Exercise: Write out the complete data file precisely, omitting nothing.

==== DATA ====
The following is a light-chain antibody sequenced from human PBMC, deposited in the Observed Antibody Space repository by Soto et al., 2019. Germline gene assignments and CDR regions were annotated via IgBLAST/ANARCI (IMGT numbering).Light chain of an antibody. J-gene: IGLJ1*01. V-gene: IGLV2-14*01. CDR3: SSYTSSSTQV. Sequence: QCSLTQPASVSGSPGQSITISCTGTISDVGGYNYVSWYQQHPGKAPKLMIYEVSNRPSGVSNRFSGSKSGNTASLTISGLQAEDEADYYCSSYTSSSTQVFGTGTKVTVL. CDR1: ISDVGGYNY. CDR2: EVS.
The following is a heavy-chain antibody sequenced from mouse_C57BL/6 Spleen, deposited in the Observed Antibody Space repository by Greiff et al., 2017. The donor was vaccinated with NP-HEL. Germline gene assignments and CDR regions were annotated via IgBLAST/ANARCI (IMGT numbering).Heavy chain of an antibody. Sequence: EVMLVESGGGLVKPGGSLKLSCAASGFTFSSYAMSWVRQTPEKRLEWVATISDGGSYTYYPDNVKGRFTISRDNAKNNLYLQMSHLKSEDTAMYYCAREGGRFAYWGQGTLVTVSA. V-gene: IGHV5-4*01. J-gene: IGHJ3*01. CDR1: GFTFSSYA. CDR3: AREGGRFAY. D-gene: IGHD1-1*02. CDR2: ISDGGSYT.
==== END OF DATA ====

The following is a light-chain antibody sequenced from human PBMC, deposited in the Observed Antibody Space repository by Soto et al., 2019. Germline gene assignments and CDR regions were annotated via IgBLAST/ANARCI (IMGT numbering).Light chain of an antibody. J-gene: IGLJ1*01. V-gene: IGLV2-14*01. CDR3: SSYTSSSTQV. Sequence: QCSLTQPASVSGSPGQSITISCTGTISDVGGYNYVSWYQQHPGKAPKLMIYEVSNRPSGVSNRFSGSKSGNTASLTISGLQAEDEADYYCSSYTSSSTQVFGTGTKVTVL. CDR1: ISDVGGYNY. CDR2: EVS.
The following is a heavy-chain antibody sequenced from mouse_C57BL/6 Spleen, deposited in the Observed Antibody Space repository by Greiff et al., 2017. The donor was vaccinated with NP-HEL. Germline gene assignments and CDR regions were annotated via IgBLAST/ANARCI (IMGT numbering).Heavy chain of an antibody. Sequence: EVMLVESGGGLVKPGGSLKLSCAASGFTFSSYAMSWVRQTPEKRLEWVATISDGGSYTYYPDNVKGRFTISRDNAKNNLYLQMSHLKSEDTAMYYCAREGGRFAYWGQGTLVTVSA. V-gene: IGHV5-4*01. J-gene: IGHJ3*01. CDR1: GFTFSSYA. CDR3: AREGGRFAY. D-gene: IGHD1-1*02. CDR2: ISDGGSYT.